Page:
This month I should have been revelling in Wales’ Euro 2020 campaign, but the tournament has been delayed for a year due to the pandemic. The pause in international football prods me to take a rare look at the ever-changing and ever-fascinating domestic game. To be honest, I’ve been avoiding the topic for years on this blog – not because of any lack of interest or enthusiasm on my part; on the contrary, for me the Welsh football pyramid is more or less the best thing about living in Wales today. No, it is simply because the entire subject has been far too painful, far too infuriating and far too soul-destroying for me to tackle.
Leaving to one side issues like the non-existent media coverage of the Cymru Premier (as the former Welsh Premier/League of Wales was renamed in 2019 when the FAW formed the new licensed 2nd tiers, Cymru North and Cymru South), the regular demise of clubs (twice champions Rhyl were the latest to be wound up in April; phoenix club CPD Y Rhyl have duly been formed and will start at the bottom of the pyramid next season), and the crushing handicap of the despicable Anglo clubs and their apologists, one of the most depressing and distressing features of the domestic game is the invincible hegemony of The New Saints (TNS), winners of a record 13 titles since the League was founded in 1992 and champions for an incredible EIGHT consecutive seasons since 2011/12. I was becoming grimly resigned to TNS eventually breaking the all-time record of consecutive league titles (14, jointly shared by Lincoln Red Imps of Gibraltar and Skonto Riga of Latvia). What a humiliation: the one club in the Welsh pyramid located outside of Wales (Oswestry, three miles the wrong side of the border in England) is the one club with a wealthy benefactor (tech business wonk Mike Harris) and the one club able to attract enough investment to win the League year in year out and thus pocket a minimum £½million annually to further entrench their dominance while all the clubs of geographical Wales look on impotently, barely surviving on a wing and a prayer with not a sugar daddy in sight. It’s the old, old story of Wales’ meagre resources being systematically poured into filthy-rich England leaving Wales itself with nothing – and it makes me sick.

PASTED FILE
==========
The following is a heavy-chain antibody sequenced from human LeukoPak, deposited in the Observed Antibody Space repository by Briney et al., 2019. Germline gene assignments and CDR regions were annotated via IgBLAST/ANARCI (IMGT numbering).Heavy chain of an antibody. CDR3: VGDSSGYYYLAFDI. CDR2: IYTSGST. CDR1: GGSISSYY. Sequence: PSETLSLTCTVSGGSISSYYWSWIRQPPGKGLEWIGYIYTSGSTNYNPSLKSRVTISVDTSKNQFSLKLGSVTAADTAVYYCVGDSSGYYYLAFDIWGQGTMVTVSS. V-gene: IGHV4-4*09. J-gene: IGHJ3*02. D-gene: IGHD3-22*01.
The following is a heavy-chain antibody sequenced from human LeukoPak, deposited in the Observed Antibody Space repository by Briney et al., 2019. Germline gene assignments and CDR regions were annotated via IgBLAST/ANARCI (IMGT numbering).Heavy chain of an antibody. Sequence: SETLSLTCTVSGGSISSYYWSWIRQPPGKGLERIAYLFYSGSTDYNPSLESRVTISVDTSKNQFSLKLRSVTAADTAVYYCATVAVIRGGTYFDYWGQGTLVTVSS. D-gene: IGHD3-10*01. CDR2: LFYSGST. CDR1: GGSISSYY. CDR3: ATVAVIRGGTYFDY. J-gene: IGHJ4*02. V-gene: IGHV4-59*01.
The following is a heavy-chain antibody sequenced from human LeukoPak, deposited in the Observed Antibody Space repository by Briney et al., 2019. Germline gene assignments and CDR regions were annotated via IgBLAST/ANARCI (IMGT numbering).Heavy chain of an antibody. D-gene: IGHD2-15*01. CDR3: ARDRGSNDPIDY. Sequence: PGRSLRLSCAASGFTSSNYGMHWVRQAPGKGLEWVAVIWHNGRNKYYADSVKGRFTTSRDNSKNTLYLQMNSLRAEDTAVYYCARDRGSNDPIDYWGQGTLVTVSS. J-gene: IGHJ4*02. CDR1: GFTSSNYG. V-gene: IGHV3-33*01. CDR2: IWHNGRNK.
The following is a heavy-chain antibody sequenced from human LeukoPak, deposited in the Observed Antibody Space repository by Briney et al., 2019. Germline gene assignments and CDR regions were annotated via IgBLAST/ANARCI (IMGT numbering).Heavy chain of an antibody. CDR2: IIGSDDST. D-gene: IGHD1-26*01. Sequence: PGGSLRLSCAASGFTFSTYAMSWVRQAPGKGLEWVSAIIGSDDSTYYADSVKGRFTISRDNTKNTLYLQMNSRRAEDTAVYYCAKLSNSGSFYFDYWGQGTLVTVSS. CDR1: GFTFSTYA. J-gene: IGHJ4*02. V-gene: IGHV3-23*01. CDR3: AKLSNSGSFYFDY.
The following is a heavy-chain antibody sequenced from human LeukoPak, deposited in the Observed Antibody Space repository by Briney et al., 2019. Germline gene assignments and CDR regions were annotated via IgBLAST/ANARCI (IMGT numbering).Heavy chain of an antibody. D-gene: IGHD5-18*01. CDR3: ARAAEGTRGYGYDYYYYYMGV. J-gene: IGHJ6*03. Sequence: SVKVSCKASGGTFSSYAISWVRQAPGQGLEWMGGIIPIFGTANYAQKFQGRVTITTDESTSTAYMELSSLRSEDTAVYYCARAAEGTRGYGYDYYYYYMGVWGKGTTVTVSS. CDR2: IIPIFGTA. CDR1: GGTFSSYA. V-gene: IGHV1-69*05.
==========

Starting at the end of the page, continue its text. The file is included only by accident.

But then, as coronavirus swept across the planet, the FAW sensibly decided to curtail the 2019/20 season and settle all league rankings by the points-per-game (ppg) method. Nomads, four points ahead of TNS with six games remaining, ended up with a ppg of 2.15 compared to the 2.00 of TNS – and so, lo and behold, Connah’s Quay Nomads are champions of Wales and the TNS stranglehold is over! Now I feel better!
Quay’s first ever Welsh title means they will have the honour of representing Wales in the Champions League next season. This is the biggest prize in Welsh football, guaranteeing a minimum of four European games as clubs once eliminated from the Champions League enter UEFA’s secondary competition the Europa League. The windfall is a pittance in the wider picture of a global ‘industry’ awash with the dirty money of corporate sharks, media moguls, oligarchs and despots, but in the chronically impoverished Welsh game it is a transformative fortune – and at long last it will stay in Wales.